Health plans are struggling with value-based reimbursement (VBR) due to internal and external barriers are hampering payers’ adoption of value-based programs, according to a new survey by HealthEdge and Survata. The survey reveals that for payers to have a significant chance at success with VBR programs, they must have modern and flexible technology systems that can easily collect and share data, quickly test and model new programs, and are designed to build more trust among providers of all types.
Similar to HealthEdge’s 2018 studies, HealthEdge — in partnership with market research firm Survata — conducted a survey of more than 150 health insurance executives to understand payer experiences with VBR. The goal was not only to understand the challenges associated with rolling out these initiatives but also to uncover which strategies are garnering success and what barriers still stand in the way.
“Our survey shows that, in order for value-based reimbursement programs to work as intended, health insurers first need trust and alignment with providers to create clear and shared goals and ensure that the intended program results are achieved,” said Steve Krupa, CEO of HealthEdge. “In order to be successful, insurers must leverage a modern technology infrastructure that is designed to support the complexities in configuration and administration of these risk-sharing arrangements across all stakeholders.”
Key findings from the study include:
– Health plans are divided on which value-based reimbursement programs are most successful, and respondents were nearly evenly split between patient-centered medical homes, accountable care organizations, bundled payments, and episodes-of-care programs.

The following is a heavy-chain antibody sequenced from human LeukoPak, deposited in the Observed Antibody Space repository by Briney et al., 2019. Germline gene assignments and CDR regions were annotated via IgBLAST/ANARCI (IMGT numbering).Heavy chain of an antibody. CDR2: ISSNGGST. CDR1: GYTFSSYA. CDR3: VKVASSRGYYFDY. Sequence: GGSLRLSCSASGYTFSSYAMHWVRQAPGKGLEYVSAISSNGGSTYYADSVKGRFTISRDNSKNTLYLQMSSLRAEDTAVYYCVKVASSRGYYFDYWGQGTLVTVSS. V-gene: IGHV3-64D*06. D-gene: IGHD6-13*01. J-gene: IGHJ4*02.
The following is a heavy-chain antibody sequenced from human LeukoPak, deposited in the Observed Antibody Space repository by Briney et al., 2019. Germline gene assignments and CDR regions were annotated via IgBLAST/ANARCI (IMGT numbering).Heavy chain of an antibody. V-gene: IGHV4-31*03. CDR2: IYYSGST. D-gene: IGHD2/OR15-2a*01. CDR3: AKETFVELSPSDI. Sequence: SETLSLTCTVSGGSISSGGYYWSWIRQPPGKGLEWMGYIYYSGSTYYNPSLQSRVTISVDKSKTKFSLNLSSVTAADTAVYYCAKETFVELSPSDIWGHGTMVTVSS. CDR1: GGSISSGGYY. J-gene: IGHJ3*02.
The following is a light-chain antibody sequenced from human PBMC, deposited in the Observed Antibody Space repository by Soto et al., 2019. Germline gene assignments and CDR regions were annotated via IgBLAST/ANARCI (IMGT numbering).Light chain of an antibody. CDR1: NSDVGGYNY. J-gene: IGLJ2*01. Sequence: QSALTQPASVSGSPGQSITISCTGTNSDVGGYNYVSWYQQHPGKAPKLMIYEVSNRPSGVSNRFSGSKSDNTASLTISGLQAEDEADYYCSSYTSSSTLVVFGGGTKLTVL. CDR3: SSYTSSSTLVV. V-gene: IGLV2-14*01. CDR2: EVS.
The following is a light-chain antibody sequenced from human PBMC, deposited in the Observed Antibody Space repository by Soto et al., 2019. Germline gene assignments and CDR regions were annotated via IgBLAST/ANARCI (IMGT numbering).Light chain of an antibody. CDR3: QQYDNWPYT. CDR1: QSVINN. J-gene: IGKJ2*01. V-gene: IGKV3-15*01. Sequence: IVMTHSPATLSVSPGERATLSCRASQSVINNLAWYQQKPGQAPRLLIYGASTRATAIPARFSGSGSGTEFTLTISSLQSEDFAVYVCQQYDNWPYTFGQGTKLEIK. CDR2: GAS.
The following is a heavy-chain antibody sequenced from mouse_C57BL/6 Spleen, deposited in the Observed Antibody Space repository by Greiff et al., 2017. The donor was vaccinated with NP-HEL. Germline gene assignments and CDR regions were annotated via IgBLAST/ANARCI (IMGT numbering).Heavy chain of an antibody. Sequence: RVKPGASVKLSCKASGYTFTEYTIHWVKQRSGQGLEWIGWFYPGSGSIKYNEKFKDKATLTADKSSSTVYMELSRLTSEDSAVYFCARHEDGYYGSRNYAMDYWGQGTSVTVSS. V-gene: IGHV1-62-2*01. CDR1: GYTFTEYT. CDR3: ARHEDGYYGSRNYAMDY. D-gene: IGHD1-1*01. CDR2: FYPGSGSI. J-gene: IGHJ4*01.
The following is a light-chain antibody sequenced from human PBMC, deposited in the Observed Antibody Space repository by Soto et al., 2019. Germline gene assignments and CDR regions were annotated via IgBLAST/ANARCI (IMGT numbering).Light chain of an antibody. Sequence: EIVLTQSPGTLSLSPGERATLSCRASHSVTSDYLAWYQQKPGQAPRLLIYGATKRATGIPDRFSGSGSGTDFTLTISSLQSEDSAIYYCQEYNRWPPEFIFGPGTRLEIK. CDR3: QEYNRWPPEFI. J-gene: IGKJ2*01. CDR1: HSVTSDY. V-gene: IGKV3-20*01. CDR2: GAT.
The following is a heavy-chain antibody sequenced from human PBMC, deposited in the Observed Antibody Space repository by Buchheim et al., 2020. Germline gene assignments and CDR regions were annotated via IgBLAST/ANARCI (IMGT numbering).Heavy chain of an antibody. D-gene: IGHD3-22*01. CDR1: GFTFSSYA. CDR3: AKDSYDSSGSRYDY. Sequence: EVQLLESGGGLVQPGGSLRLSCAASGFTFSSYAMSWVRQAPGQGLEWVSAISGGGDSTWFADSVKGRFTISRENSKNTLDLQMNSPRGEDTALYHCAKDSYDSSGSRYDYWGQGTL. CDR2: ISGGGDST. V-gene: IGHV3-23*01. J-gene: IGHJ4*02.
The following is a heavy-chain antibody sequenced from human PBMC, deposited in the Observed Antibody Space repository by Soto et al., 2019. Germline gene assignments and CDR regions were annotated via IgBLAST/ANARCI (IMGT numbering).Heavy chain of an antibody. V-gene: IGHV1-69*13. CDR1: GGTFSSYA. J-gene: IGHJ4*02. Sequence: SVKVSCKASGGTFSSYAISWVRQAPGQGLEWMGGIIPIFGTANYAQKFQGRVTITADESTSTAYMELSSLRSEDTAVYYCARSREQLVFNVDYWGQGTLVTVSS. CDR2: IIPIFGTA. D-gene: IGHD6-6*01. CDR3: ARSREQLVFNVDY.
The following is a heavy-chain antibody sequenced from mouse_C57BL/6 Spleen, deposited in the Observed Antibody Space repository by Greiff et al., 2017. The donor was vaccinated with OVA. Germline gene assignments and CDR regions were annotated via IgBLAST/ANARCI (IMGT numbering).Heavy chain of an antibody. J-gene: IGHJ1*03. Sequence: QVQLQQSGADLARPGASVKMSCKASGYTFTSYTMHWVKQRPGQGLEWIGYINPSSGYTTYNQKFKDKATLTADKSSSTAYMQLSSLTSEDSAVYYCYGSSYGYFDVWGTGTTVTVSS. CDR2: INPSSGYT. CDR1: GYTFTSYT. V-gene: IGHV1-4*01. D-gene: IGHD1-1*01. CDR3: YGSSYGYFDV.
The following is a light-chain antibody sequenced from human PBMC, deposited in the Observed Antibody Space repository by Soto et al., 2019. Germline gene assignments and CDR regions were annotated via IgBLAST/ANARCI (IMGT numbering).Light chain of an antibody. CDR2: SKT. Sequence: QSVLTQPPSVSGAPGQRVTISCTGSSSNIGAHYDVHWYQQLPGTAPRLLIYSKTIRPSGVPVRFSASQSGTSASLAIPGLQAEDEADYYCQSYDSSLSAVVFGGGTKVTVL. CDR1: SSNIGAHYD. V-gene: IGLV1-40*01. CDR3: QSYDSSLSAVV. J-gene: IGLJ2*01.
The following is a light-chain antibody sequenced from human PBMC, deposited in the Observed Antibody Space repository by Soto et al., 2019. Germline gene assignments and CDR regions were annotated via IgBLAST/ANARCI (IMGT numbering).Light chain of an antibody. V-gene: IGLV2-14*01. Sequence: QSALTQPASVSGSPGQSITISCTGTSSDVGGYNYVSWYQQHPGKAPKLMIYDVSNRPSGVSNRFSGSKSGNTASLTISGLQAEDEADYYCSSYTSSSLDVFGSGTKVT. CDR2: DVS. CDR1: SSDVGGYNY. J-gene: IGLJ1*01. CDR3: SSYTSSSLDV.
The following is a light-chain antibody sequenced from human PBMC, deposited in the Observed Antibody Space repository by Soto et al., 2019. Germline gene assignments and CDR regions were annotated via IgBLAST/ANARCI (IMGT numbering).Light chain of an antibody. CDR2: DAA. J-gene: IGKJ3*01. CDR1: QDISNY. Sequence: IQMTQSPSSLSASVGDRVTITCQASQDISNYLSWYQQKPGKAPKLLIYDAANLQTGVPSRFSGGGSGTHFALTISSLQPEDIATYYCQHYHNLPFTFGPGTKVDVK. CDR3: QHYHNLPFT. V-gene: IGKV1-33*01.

– Health plans are struggling with internal (technology, infrastructure, and administrative burdens) and external (member and provider engagement) barriers as they look to implement successful value-based programs.
– Given the data points above, respondents are hedging their bets on significant growth in value-based reimbursement over the next two years.
– For payers, designing and launching any new program can be challenging; the need for provider alignment, complex contracting arrangements and strong member engagement only adds to the complicated nature of VBR.
– Health insurers are concerned about upsetting the status quo on existing margins and must decide on the risk/ reward of taking on the challenge.
– Competitive and market pressures for entering into more VBR arrangements means that they must figure out a way forward. This requires a total commitment by the health insurer’s senior management team and the ability to share data so that providers know how they are doing, and the health insurer can accurately measure the success of shared goals.
In order for VBR to work as it should, the respondents agree trust is key. For payers to gain provider trust, they first need to build strong relationships with them through win/ win agreements, and then provide actionable data. But getting the data right can be a daunting task for any payer. It’s not just about claims, it’s about putting information into a digestible format and providing it in realtime to all stakeholders in the continuum of care. Part of building provider, member and employer trust also means being perceived as innovative.